QR Code contains TinyURL of this article.Kickstarter Troika


I recently received three products that I sponsored through the Kickstarter funding platform.


The first of the three to arrive was a pair of BelayCords, one with a Lightning connection for my iPhone and one with a Micro USB for my Kindle.

BelayCords are expensive cables, with their price-tag justified as follows:

  1. they feature reversible USB connectors (what a delight this is);
  2. “Made in College” has built the cables to last and include a lifetime guarantee;
  3. the Lightning cable is Apple MFi certified.

There’s not much else to say — they are just cables after all — but their quality has impressed me.


The next arrival was a SyncStop dongle (also known as a USB condom, for reasons that will become clear).

The SyncStop is essentially a USB pass-through for power only. The USB data lines terminate within the dongle. Hence it provides for charging a device without a data transfer. This is handy when one needs to charge a phone for example, from a friend’s or work computer, without the sharing of data.

Where the SyncStop really pays for itself is when one uses a public charging station or computer. A bad actor could use such a host to extract data from your device or to install malware upon it. The SyncStop prevents that as there is no data connection to compromise.

The SyncStop contains the circuitry necessary to negotiate with the host for the current required by your device. So, unlike with power-only USB cables, your device will still be able to charge at the nominal rate. That’s pretty cool.

Commodore Amiga: a visual Commpendium

Last to arrive, but most worth the wait, was a book: Commodore Amiga: a visual Commpendium by Sam Dyer.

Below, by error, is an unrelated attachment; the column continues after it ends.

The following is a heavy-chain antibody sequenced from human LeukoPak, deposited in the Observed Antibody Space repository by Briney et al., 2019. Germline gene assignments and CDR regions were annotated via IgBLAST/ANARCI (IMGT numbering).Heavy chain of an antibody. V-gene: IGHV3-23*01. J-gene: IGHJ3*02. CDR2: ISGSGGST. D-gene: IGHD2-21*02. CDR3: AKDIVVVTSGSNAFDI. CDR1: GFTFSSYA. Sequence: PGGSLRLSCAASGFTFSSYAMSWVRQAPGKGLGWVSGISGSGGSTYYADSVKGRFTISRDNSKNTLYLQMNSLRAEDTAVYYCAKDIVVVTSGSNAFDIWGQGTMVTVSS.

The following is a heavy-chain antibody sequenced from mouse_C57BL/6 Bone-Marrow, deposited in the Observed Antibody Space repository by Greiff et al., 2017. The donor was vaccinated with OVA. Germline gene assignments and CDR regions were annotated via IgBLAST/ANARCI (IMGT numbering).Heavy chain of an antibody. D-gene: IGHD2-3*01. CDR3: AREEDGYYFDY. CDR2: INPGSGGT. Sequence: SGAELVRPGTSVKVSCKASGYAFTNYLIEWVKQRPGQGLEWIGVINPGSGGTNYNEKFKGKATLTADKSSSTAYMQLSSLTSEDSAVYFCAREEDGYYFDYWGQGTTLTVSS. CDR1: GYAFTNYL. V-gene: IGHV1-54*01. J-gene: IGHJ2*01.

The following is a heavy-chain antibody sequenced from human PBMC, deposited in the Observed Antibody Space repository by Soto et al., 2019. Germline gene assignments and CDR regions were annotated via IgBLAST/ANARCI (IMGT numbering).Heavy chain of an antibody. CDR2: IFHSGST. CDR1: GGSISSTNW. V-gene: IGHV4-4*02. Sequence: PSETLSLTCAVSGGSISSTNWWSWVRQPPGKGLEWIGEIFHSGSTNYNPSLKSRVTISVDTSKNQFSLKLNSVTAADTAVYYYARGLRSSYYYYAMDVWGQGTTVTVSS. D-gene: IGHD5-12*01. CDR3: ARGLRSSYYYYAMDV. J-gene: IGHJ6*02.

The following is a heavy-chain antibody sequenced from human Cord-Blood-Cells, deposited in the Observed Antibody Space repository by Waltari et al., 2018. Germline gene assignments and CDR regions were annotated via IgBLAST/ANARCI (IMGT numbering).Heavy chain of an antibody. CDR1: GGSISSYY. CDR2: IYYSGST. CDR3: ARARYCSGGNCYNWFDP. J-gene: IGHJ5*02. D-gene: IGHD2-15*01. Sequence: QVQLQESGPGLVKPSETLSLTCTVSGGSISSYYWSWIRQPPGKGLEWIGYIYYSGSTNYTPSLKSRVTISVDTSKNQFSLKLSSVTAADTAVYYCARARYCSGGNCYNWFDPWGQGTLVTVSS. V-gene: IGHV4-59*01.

The Commpendium1 is a beautiful, hard-back book with a UV varnish on the cover. Dyer had the book printed to a high standard and it has a sewn (as opposed to a glued) binding. It sounds corny, but it’s like this is a book built to last.

I have fond memories of the Amiga models I owned over the years. Amiga gaming was a different experience to today’s gaming. It was more pure, more fun, more addictive. Games often looked like shit, but played in ways that kept me up into the small hours (on school nights) with the “just one more go and I’ll beat that end-of-level boss” mentality.

Then there was the Amiga demo-scene, which stood in a class of its own, shaming the other computer platforms with its stunning visuals and catchy music. The scene both excited and encouraged me. I knew I was looking at the future of computer graphics and it thrilled me to feel that I was getting a sneak preview of that future.

The Commpendium then is, for myself at least, a trip down Memory Lane. A nostalgic, bitter-sweet reminiscence of an age long gone. A reminder of my youth and the countless hours I spent alone with my Amiga… and I love it.2

  1. Yep, that’s how it’s spelled. ↩︎

  2. I am so tempted to pick up an A1200 from eBay. ↩︎